Beginning in 2002, he and Alexandra Pearson, daughter of a British diplomat, started to manage a big English language book collection that became the foundation of the current Bookworm.
Goff went to Chengdu, Sichuan province, to develop a Bookworm branch in 2006, and later another one in Suzhou, Jiangsu province, in 2007.
"I was seeking a laid-back space, a bridge in some ways between the East and the West, between the readers and the writers. A social community platform where people would come in, listen to music, eat nice food, just hang out and meet people from all around the world," he said.
The experience in Chengdu left deep marks on Goff. He developed a "hot and spicy" tooth there, and loves to take international writers to hot pot dinners even when they are in Beijing.
He was at the front of rescue work when the earthquake hit Sichuan in May 2008. He carried on the quake relief efforts until 2015, when he and the team handed over a school to the local authorities.
"For some reasons I just fell in love with Chengdu. I love its atmosphere, and bought a house there that I call my second home after Dublin," he said.
Goff took over part of Pearson's responsibility as she left for home in 2013, and since then has been based mostly in Beijing. His hobbies include Irish football, hiking, swimming and lots of reading.
And though he doesn't travel as much as previously, he still chooses to go to literary festivals around the world, including his top holiday destinations of Toronto, London and Jaipur.
"Every world-class city has got world-class literary festivals," he said.
Do you regret your decision to stay in China?
Absolutely no regrets. It's been a beautiful time in China. It's an honor in many ways, because China is a wonderful country with an incredible past and a really exciting future. And I think it's just great to have the opportunity to be present to watch these rapid changes happen on a day-to-day basis, watch the society blossom, and watch China become a real high-profile member on every level of the world society. It's great to be here to witness that.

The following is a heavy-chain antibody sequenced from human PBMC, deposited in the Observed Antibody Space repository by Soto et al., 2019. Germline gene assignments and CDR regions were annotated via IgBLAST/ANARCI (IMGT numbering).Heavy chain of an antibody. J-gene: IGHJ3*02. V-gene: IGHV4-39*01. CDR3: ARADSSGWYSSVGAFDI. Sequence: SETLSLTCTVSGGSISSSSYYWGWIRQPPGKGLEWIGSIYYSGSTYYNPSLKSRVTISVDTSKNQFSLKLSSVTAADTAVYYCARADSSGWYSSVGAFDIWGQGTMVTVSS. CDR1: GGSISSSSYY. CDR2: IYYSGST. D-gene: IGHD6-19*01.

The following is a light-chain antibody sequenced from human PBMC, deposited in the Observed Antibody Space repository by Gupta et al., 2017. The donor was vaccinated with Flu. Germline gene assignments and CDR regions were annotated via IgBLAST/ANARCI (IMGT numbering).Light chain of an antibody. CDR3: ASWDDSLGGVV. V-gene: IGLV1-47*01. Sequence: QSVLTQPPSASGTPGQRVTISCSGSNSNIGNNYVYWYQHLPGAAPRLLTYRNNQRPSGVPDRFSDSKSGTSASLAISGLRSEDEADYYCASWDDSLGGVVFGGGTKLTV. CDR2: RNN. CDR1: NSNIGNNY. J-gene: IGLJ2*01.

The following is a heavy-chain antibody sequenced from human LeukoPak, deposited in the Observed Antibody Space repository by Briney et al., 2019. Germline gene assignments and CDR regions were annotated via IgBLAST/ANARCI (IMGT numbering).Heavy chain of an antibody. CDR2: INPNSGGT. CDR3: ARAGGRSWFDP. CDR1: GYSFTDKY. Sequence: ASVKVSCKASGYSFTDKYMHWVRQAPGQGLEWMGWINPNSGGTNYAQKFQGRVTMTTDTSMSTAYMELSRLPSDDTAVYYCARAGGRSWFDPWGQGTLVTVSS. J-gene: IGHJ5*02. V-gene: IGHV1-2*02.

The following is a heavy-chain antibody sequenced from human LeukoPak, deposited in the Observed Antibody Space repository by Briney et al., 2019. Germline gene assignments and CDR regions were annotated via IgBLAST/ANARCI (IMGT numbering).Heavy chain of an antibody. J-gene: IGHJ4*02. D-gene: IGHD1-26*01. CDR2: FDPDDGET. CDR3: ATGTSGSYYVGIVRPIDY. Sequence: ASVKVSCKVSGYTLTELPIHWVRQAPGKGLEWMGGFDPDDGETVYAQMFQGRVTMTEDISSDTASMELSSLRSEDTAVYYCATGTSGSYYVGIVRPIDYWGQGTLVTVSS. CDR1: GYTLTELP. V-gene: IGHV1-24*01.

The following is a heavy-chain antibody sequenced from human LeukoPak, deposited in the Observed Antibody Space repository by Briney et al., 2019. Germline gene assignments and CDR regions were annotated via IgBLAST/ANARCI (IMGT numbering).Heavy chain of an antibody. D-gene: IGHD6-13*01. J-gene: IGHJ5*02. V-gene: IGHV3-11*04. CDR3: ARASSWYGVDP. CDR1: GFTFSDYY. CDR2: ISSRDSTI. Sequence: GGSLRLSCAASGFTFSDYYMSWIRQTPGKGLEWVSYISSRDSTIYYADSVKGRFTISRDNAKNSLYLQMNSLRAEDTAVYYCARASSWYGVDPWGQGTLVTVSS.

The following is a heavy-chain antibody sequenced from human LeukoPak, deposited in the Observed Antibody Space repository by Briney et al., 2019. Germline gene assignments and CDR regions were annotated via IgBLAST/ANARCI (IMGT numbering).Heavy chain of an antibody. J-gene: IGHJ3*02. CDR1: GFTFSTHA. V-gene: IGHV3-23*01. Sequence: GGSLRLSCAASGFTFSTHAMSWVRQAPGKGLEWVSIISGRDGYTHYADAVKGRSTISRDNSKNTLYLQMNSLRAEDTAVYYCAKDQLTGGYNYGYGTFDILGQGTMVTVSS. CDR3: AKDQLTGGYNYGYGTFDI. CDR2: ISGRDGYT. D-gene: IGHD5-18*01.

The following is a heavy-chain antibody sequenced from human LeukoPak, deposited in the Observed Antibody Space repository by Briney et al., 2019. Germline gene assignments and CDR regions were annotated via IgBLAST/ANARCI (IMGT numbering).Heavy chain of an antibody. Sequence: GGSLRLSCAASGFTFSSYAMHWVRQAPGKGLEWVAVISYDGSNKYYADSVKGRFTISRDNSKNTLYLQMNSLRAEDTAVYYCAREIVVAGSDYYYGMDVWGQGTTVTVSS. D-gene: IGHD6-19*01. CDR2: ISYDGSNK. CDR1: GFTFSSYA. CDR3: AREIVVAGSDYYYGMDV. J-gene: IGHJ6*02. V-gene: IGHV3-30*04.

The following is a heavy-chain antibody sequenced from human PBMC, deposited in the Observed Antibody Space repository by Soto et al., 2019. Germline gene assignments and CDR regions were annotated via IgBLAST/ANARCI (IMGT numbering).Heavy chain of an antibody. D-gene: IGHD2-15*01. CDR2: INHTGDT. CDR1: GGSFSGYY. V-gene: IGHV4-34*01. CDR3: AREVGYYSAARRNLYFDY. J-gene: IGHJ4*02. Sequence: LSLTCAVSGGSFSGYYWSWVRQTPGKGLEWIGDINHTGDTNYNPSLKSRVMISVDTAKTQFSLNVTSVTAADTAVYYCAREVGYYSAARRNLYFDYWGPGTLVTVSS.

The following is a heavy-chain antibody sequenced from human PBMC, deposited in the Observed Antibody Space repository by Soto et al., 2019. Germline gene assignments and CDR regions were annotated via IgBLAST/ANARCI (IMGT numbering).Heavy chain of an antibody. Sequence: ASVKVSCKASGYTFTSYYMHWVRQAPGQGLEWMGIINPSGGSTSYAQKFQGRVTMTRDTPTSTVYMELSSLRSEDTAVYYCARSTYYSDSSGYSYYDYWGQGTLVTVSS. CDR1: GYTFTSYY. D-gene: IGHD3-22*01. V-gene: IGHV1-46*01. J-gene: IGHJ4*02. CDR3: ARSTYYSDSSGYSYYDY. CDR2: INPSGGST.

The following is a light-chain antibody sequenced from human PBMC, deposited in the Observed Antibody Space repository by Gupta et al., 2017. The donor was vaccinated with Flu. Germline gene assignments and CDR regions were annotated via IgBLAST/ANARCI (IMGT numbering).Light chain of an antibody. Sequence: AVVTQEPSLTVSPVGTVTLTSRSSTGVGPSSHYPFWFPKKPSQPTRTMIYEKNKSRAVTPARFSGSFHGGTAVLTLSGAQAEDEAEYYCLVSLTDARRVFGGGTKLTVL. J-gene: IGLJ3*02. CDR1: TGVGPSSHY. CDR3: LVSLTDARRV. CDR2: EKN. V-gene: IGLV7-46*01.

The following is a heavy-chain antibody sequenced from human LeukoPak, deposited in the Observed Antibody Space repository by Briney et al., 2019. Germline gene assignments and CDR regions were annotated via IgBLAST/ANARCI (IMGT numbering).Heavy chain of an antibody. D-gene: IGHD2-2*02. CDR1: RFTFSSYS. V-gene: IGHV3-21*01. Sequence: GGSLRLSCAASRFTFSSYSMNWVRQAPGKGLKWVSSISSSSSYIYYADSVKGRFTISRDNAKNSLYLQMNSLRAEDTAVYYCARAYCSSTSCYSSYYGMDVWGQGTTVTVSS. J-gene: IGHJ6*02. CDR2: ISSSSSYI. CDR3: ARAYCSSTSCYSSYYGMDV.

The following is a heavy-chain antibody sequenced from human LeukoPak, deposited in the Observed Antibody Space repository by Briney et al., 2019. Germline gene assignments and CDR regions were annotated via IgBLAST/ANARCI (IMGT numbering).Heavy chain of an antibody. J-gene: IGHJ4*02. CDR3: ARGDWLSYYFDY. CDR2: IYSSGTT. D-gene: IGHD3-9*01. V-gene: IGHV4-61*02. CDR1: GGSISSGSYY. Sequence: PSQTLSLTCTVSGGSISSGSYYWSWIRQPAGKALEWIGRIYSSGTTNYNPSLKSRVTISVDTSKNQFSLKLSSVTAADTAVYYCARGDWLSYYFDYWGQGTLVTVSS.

What kind of Chinese writers do you want to introduce to the international audience?
Writers that offer something that's fresh and new.
I'm looking for people who write stories that are based in today and really reflect young Chinese writers' experiences of the society they're living in. And there's all those issues they're dealing with: all the issues of urbanization, job pressure, relationship pressure, family pressure, environmental pressures, that all those different things coming together and all being seen on a daily basis.
People around world still have more historical views of the country-based on the movies and books they have experienced. It's important that those new things get out, not to ignore the great historical materials, but also have with that, contemporary material, contemporary writers who are young, energetic, charming, smart people.
What is a typical Peter day like?
In the morning, I'm quite at home, reading, writing and catching up with emails.
I always come in at lunchtime at the Bookworm, and in the afternoon, do some organizational work with the team. Most evenings, by 7 o'clock, I'd prepare for the daily events for the nights.
What's the biggest challenge of running a bookshop in Beijing?
The biggest challenge of running a bookshop and a literary festival is economic. The biggest threat to our existence every month is how to pay rent, how to raise money to pay for those flights for so many authors. And that's every year.
Currently most bookstores have to look for different revenue streams. We focus more on events and so on. I don't mind, whatever way works for a bookshop to keep still open, I'm very happy to do that.
What are you reading? And who's your favorite Chinese writers?
Besides my bed I have a big stack. My current favorite is Wish Lanterns by Alec Ash, to be released soon. It's about this generation of Chinese youth, where they're going to, what problems they are facing, how they are moving out into the world.
I'm thrilled about Yan Lianke, and a massive fan of his. The people we invited to this year's Bookworm festival are some of my favorite writers: A Yi, Han Song, Yi Sha. They're so different and so wonderful.